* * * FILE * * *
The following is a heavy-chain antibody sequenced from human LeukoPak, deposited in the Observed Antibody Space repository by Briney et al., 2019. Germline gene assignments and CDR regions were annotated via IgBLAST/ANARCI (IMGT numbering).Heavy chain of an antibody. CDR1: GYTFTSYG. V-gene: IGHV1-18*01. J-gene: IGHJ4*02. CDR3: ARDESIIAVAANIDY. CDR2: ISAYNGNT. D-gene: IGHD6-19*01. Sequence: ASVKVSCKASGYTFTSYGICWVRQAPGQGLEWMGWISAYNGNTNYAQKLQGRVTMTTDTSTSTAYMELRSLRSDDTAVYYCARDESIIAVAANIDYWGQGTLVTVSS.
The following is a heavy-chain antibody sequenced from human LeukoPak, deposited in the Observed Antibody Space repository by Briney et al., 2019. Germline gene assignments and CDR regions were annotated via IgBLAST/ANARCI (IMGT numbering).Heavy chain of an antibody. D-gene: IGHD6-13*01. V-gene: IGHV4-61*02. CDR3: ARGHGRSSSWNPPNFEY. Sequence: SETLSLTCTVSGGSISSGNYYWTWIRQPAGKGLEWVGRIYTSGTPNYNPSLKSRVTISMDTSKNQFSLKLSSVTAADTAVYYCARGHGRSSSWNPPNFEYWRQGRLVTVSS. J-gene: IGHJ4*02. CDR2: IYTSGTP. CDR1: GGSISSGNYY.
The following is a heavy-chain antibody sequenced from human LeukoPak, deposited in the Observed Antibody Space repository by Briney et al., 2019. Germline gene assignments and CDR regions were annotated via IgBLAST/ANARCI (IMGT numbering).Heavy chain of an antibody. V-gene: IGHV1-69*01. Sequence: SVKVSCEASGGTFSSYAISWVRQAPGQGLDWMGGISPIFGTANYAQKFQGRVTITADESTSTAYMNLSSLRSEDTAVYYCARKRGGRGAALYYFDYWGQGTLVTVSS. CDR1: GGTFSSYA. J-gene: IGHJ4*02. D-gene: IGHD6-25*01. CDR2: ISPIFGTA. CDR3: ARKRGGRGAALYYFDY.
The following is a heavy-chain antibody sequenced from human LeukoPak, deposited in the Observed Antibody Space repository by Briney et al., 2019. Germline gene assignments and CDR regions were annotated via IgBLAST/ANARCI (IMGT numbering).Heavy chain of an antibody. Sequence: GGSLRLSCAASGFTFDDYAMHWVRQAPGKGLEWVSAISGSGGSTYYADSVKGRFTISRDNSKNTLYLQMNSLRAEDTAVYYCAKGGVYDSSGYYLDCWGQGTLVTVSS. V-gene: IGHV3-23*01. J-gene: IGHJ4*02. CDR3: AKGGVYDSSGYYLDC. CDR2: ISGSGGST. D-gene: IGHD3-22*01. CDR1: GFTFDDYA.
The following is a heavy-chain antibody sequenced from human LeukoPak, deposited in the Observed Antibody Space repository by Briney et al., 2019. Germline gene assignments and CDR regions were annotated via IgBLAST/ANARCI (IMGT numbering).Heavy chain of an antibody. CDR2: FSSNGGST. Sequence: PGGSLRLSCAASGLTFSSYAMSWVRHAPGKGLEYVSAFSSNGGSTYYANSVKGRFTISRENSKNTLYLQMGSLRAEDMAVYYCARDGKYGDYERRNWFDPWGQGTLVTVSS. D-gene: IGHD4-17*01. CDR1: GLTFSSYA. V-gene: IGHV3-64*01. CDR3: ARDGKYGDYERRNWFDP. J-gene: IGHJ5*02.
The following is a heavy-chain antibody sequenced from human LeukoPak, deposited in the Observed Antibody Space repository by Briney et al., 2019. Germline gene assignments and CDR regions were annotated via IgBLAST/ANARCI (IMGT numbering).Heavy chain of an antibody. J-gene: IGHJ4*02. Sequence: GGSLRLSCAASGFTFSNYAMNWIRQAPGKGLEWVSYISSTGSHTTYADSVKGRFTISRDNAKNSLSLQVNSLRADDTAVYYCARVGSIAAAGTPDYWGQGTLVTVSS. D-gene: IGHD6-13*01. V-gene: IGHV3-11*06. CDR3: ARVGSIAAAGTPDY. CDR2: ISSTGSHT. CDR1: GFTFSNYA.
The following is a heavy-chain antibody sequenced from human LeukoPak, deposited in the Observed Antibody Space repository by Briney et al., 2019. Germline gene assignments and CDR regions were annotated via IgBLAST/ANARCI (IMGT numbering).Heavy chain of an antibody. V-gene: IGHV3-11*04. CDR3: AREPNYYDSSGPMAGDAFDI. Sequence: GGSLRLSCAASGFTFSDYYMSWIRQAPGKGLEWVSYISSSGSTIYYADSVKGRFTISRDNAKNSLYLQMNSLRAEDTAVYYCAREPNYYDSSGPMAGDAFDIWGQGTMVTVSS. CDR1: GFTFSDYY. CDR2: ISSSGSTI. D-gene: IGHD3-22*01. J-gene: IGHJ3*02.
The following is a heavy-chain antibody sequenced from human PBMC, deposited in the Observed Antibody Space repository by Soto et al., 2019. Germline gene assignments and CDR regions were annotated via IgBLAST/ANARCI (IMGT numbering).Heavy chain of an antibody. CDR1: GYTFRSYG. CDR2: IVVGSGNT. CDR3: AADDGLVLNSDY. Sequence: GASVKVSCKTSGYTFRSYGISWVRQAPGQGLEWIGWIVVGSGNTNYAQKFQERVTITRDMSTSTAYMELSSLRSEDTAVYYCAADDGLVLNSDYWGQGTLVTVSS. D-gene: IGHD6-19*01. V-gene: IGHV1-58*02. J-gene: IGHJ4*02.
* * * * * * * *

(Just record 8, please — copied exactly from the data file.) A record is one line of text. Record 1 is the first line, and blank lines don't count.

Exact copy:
The following is a heavy-chain antibody sequenced from human PBMC, deposited in the Observed Antibody Space repository by Soto et al., 2019. Germline gene assignments and CDR regions were annotated via IgBLAST/ANARCI (IMGT numbering).Heavy chain of an antibody. CDR1: GYTFRSYG. CDR2: IVVGSGNT. CDR3: AADDGLVLNSDY. Sequence: GASVKVSCKTSGYTFRSYGISWVRQAPGQGLEWIGWIVVGSGNTNYAQKFQERVTITRDMSTSTAYMELSSLRSEDTAVYYCAADDGLVLNSDYWGQGTLVTVSS. D-gene: IGHD6-19*01. V-gene: IGHV1-58*02. J-gene: IGHJ4*02.